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TITANIUM. Ti'an'um, the moat retractory yet ob- taiiii' h.is prepared only in i'a hig'.iesr tern- pei'rtt„r« or the tlei.tri.; jut,iiace ivitii a dynamo u,Aiug 100-liorse power. its p:ot»erties resemble HEAltT SUKGliliY XEXT. It is fiui:ge»iod by a j>rOii.inet.t surgeon that e principle upou which woumls in other vital organs are dealt with by nimleia surgery might o:tcu be applied w:i equal ."Ui.-i.-ess to the heart. (n view of « as»'s on v^cord in wlncii the heart has resisted the ui^ecr ot Kunsuor a■.>i oilier wounds f >r iio'> and «v«n da. it. U at 1-ast o;4»a 10 <«• cu-ti.ou wu«l!»er a surgeon ml<;hi not opei! the pei-.c.niii'uijj. <<)) out the < iirl clo>e i he w>.U')d in th» i.eart wall, with a chauce lor the patient of y, wtucti ceitaii.ly could not be lc;-ajucd "jT the alteuipt. BOTANY AND THE X RAYS. Amongst ihe various use" to which the ltoutgen ra\a can be put, that of botanical research is to bi adiied. At the Uuiversity Extension College, Ke^iiii-g, numerous experimenu have been con- ducted. and it has now be^ii found possible to show rhe ovules ill.de} the ovary in an unopened Lud, the seed, without showing the seed vessel, and even the tiny veins upon the white petal of a flower. Thsse results are .aill to be due to re ractiou aud reflection of the rays when the incidence is sufficiently' oblique The photograph of a fish's eye also showed similar marks. THE EA!tTH REPRODUCED. fclisee Reel us, the French geographer, has a plan ti> construct a elobe, a facsimile of the earth, oil a scale that shall be exactly a one huudred- thousandih part of the actual size. The magni- tude of the work will he appreciated when it. it s ated thai the structure will be 418ft. in dia- meter. Th: enormous siiie is u-onsi iwed to be nsc s-iirv iu order to allow of the suti'aci being modelled with minute accuracy anrl i true pro- portions.o as to show m.tuntaius m ■' vaheys. }>l iteaus and lowlands, in their actuu! relation tc tli,-earili".i livfii ou this >ri;e r-calt the Hiiiiahiyas would be only about IJJU. high. Mout jCianc about 2in., and the Grampians iiu. OXYGENATED SOIL. When we make an excavation in a cultivated field its order to observe ti.e cie%-ei,)I)nie,ir, of roots, and then examine a vertical wall well smoothed with tdC .-|>ade, we are struck with astonishment to see how compact the earth i-. It appears to form a ecmtinuous ma-is, aud we are surprised that it is poisibie for the air to enter aud circulate freely therein. In orde." that plaut>s may live, grow, and develop normally, it does not *utlic» that their stems and leaves ahull expaud iu an oxygenated atmosphere, but their roots aiso must breathe, and to this effect they need oij-gen. The very existence of plants, therefore, hUdices to show that air habitu- ally euters the earth, aud is even easily renewed therein, since air that remains for a short I ime in a closetl vessel in contact with the earth very quickly loses its oxygen, which is converted into carbonic acid. If the air did not renew itself in the soil it would Lecome deprived of oxygen. Now all analyses of air extracted from the earth re- veal therein, on the contrary, a large proportion of oxygen. Earth is, therefore, usually pei nn able to the air, but is it always so ? Is all earth perme able to the same degree ? And if at times it is but incompletely so,and if even it becomes imperme- able, to what cause is such impermeability due ? THE DIGESTIVE APPARATUS OF VEGETABLES. It appears from recent discoveries as if man's "amour propre" is to receive some severe checks. Emicent scientists have during recent years adduced proof of the fact that the digestive mechanism of the human body is not peculiar to man, but is duplicated in every detail in the lower animals. Proof-positive has now been afforded by the existence in maize and the potato of a vigorous starch-digesting process. The developing bud or shoot secretes a ferment that attacks the starch of the mass and changes it into sugar for absorption by its growing cells. But this is not all. Not only does the cereal do with ease what is difficult to our salivary glands and pancreas, but also performs a feat impossible of accomplishment by the human digestive apparatus—it dissolves or peptonises cellulose or woody fibre. Certain other plants display even more strikingly human characteristics in that they have actually become meat eaters and meat digesters. It has long been known that a large family of flowering plants, of which the "Venus' Flytrap" is a familiar example, secrete upon the surfaces of their leaves a thick, sticky juice, which in the former simply entangles insects, and in the latter attracts and holds them till they can be actually seized by the halves of the leaf closing upon them trap fashion. TELESCOPES. The limit of big telescopes has apparently been reached by mechanical means known at present. That more powerful telescopes than those now in existence will ultimately be used is, we think, a safe prophecy to make. It is probable, however, that they will be built on entirely different lines from those at present in use, unless some decided and great improvement is made in the matter of making, casting and annealing glass for objectives. Professor E. Gates, an American, has evolved an invention whieh certainly contains some reasonable possibilities. Professor Dewar has discovered that oxygen is magnetic; Professor Gates proposes now to take advantage of that discovery and construct a metal tube fitted with ends of glass and filled with oxygen gas. The tube is wound with wire, and when the circuit is complete \he magnetised iron of the tube will draw the gas contained in the oxygen lens towards the sides, forming of itself a lens of enormous power, the size of which is practically illimitable. Using this device as a substitute for a glass lens, Professor Gates has succeeded in making photo- graphs, and feels confident that he can construct a gas lens of 50ft. in diameter, and with it secure a picture of the moon with an accuracy of detail hitherto undreamed of. The ease with which the system may be applied will doubtless lead many experimenters in various parts of the world to researches along this new line suggested by Pro- fessor Gates, and we will doubtless soon know whether or not there are possibilities for it in the future. THE ST. LOUIS STORM. There is no doubt that the storm which re- cently visited St. Louis with such appalling results will go into history as one of the greatest pheno- mena of the age. Many theories have been already propounded to explain the terrific violence of the force, including one by John C. Barrows, M.A. He says it was neither a hurricane nor a cyclone, but a vacuum storm. A partial vacuum was formed over a certain area, with the absolute vacuum at a centre which seems to have moved very rapidly from south-west to north-east and to have been surrounded by an area of various hori- zontal winds. The results of the storm prove that the damage wascaueed by enormous pressure from within buildings, exerted by confined air after the pressure on the outside air had been quickly reduced. The more open windows and doorways a building had the less its roof and walls suffered. Light wooden sheds near the centre of destruction were still standing because their sides w,ere open, and the air under their roofs could rush out of their sides, while solidly built ware- houses close by, which offered no escane to the air within them, were unroofed and haA their walls thrown outward. The external pressure on the walls being relieved, the internal pressure became too great, exerting force sufficient to lift a weight ten times greater than that of an ordinary roof or wall. This theory only partially accounts for the enormous devastation. There were undoubtedly other causes, but they are as yet unknown. It is confidently asserted by eye witnesses that imme- diately preceding the storm there was a profound electric disturbance in the atmosphere. Nature's balance seemed in a state of doubtful equilibrium, and the storm that resulted in such frightful low of life and property owed its existence to the màpping of the tension which was already straided. When, the true cause of these dynamic rortieee is discovered, it will doubtless be found due to a disturbance of the electrical equilibrium at given point& RUBBER NOT WATER-TIGHT. Experiments with a hermetically sealed rubber bottle containing water have shown that the rubber is not absolutely water-tight. The filled bottle weighed 17oz. 4dr.; at the end of 1 year the weight was 17oz. 2dr.; 9 years, 16oz.; 18 ^nzfsldr • 28» F 23 15oz' 4dr"' 25 *• 50 years, 3o& 12dr„ -«nstttirefrw« «.I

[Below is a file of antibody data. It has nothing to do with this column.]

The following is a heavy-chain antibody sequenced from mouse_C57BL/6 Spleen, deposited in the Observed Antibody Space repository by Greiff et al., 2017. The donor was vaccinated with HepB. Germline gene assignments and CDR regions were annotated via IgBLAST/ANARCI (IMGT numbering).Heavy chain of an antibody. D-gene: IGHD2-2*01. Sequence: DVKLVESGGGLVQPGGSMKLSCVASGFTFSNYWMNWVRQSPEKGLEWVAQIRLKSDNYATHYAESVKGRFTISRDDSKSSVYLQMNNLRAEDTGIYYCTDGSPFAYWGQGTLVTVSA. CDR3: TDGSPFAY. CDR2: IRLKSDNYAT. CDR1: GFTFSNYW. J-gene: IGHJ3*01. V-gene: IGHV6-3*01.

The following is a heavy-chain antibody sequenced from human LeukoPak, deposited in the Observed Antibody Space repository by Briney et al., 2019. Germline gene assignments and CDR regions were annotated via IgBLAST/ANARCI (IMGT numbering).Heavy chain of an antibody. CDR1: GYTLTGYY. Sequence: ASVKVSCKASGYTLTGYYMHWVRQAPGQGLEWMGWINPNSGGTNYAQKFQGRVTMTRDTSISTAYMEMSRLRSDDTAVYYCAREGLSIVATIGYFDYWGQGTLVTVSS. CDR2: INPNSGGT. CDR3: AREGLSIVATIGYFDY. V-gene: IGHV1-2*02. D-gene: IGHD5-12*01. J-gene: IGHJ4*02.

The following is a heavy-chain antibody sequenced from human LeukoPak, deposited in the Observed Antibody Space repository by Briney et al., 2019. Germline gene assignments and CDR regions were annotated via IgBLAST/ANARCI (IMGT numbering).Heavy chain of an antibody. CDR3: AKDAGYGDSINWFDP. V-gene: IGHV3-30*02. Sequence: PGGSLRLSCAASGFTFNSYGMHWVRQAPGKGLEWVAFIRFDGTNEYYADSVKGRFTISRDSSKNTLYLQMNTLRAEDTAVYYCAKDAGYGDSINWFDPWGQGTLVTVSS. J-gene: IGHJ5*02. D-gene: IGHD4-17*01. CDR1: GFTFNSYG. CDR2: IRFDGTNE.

THOUGHTS FROM GREAT iUKDS.: